The impact of the closure of that plant, both at an individual and collective level, is very serious. We want to support these workers and ensure that they do not leave the town of La Baie, or the region. So far, no measure has been taken to avoid a worsening of the situation. A program must be proposed to maximize the integration of workers in new jobs. We have to avoid the negative socio-economic consequences on the community. An improved POWA would allow us to meet the needs of these workers.

The Bloc Québécois' motion proposes a strategy to help older workers who lose their jobs following a plant closure, and this strategy should also include income support measures. Generally speaking, the Bloc Québécois proposes measures whereby the federal government would assist workers when their situation is very precarious.

The Bloc Québécois is asking for the setting up of an income support program for older workers. This program should be part of a global strategy to help these workers.

I also want to remind the House that, in the report tabled on February 15, 2005, by the Standing Committee on Human Resources, Skills Development, Social Development and the Status of Persons with Disabilities, recommendation No. 13 proposed income support measures to help workers, including the possibility of paying additional benefits beyond the maximum period of 50 weeks.

I will conclude by saying that I hope the minister and member for Newmarket—Aurora will act quickly to put in place a POWA program and help Port-Alfred plant workers. I hope she will correct this injustice and will be consistent with herself following the vote in which she took part not long ago, on this side of the House, when she was still a Conservative member, before joining the Liberal ranks.

Supply June 9th, 2005

Mr. Speaker, I have listened to the member who has just finished his statement. Obviously, he said that the was supporting the Bloc Québecois motion. I would like to know whether the strategy to help older workers would provide income support for those older workers who lose their jobs? In other words, will those workers have access to income support measures when they cease to receive regular employment insurance benefits, namely after the 50 weeks set by the commission.

Highway Infrastructure June 3rd, 2005

Mr. Speaker, a few drops of the wealth of money that poured before the May 19 vote have fallen in my riding of Chicoutimi—Le Fjord.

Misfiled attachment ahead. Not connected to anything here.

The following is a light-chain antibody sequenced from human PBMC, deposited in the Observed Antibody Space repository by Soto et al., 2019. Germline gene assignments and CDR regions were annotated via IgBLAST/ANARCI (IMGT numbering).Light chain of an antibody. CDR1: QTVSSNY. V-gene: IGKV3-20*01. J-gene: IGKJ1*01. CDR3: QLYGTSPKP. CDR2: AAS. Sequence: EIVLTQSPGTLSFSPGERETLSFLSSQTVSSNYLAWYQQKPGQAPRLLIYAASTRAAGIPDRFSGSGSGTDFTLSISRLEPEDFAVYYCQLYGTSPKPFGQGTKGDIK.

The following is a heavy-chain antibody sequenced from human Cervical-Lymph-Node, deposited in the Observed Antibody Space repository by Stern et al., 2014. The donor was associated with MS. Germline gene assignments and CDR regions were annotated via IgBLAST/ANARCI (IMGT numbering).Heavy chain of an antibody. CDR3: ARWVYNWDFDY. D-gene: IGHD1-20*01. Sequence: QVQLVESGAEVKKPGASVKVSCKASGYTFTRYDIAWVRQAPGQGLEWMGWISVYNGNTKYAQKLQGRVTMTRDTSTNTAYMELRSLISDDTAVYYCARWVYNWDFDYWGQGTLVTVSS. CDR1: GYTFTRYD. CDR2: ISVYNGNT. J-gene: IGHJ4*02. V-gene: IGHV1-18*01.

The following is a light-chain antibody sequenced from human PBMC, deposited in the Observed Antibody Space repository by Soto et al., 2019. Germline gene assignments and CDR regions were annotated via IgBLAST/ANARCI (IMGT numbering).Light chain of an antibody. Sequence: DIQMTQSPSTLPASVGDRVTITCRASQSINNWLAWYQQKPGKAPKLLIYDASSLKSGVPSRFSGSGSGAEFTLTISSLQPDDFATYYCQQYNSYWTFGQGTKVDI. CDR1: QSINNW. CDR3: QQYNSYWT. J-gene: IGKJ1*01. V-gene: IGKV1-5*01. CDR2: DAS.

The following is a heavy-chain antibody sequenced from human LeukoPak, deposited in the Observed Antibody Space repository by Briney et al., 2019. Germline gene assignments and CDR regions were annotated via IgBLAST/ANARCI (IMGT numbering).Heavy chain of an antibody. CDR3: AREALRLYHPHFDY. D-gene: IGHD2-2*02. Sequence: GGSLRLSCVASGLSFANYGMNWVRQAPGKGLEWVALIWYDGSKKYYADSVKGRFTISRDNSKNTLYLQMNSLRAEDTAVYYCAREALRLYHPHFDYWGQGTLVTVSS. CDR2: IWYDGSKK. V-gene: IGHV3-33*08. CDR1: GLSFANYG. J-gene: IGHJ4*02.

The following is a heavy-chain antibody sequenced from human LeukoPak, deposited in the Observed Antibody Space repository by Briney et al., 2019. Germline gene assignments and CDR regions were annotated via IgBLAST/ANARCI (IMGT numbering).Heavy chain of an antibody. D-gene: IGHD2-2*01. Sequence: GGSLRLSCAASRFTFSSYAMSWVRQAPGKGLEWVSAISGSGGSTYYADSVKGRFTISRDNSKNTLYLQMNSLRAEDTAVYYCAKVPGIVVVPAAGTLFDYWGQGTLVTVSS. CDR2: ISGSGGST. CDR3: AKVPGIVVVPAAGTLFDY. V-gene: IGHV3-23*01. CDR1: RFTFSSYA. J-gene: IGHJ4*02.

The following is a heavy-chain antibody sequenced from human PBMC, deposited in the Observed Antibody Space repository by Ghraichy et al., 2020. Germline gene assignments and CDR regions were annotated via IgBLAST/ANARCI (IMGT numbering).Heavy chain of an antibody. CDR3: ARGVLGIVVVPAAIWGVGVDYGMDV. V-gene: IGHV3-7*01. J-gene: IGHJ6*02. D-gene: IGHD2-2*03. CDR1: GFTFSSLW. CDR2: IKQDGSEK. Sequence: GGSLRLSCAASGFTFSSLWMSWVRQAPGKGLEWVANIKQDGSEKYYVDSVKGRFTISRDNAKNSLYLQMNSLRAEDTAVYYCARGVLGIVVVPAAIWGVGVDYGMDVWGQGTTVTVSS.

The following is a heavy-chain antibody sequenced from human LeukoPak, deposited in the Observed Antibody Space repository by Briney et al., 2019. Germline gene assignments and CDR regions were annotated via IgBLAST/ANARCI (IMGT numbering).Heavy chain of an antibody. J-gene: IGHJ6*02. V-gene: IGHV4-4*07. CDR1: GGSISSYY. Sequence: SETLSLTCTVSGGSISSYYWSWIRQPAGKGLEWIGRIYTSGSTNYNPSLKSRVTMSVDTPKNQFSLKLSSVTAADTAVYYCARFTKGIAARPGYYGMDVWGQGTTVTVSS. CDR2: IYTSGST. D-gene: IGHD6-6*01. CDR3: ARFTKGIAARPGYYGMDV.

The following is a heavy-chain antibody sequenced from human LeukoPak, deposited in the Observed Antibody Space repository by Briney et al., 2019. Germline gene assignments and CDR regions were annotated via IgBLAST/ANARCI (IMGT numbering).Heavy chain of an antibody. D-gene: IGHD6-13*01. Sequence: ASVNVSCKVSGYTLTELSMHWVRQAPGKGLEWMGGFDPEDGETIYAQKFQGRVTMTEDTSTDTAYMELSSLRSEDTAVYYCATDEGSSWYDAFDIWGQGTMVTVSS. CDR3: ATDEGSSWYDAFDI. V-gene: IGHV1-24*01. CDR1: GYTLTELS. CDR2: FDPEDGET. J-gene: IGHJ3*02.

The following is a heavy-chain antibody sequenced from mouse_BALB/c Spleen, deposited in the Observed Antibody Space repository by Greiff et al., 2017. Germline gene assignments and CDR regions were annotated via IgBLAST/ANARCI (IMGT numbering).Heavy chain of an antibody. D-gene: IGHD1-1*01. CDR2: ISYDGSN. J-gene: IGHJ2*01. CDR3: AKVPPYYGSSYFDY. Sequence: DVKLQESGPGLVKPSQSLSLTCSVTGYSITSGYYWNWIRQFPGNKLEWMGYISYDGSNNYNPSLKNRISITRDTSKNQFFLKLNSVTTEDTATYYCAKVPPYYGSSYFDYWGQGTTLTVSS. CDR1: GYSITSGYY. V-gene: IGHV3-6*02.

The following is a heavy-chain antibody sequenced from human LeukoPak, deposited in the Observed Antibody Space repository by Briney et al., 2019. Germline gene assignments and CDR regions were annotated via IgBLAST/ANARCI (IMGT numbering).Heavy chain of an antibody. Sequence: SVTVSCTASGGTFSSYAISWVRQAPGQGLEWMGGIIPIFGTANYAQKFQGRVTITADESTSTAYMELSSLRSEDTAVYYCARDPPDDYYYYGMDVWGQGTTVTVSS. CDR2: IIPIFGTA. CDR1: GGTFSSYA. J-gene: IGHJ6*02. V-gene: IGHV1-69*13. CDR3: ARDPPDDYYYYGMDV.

The Minister of Transport has announced that his government will be covering 50% of the cost overrun for the construction of highway 175. It has even been suggested that this commitment was formalized in an agreement. Yet, this precious document is unobtainable. It would appear that there is no agreement, only an exchange of correspondence between Ottawa and Quebec City.

Time has taught us to be extremely wary of Liberal promises, especially since highway 175 has already been part of the Liberal platform in several elections.

The federal government has to stop bluffing about this and put its cards on the table once and for all.

Income Tax Act May 31st, 2005

Mr. Speaker, first, my congratulations to my colleague from the riding of Longueuil—Pierre-Boucher on presenting this bill.

I am pleased to speak as the Bloc critic for national revenue to Bill C-306, an act to amend the Income Tax Act (public transportation costs).

A person might well wonder about the reasons behind this bill. Why give public transit users a tax deduction? In the course of my remarks, I will try to answer the question.

This is not the first time a bill providing tax deductions for public transit users has been debated in this House. In 1999, Parliament passed a motion, 240 to 25, calling on the government to examine the question of a tax exemption for public transit use. In 2001 as well, Bill C-209 proposed similar objectives. It was very well received by this House, and outside it, by user groups. However, the bill was blocked by the Liberal government.

The government has always contended that it was seeking a better future for everyone through a variety of programs. Any measure promoting greater use of public transit will certainly contribute to the achievement of the objectives in this report. Such a bill would really encourage people to use public transit.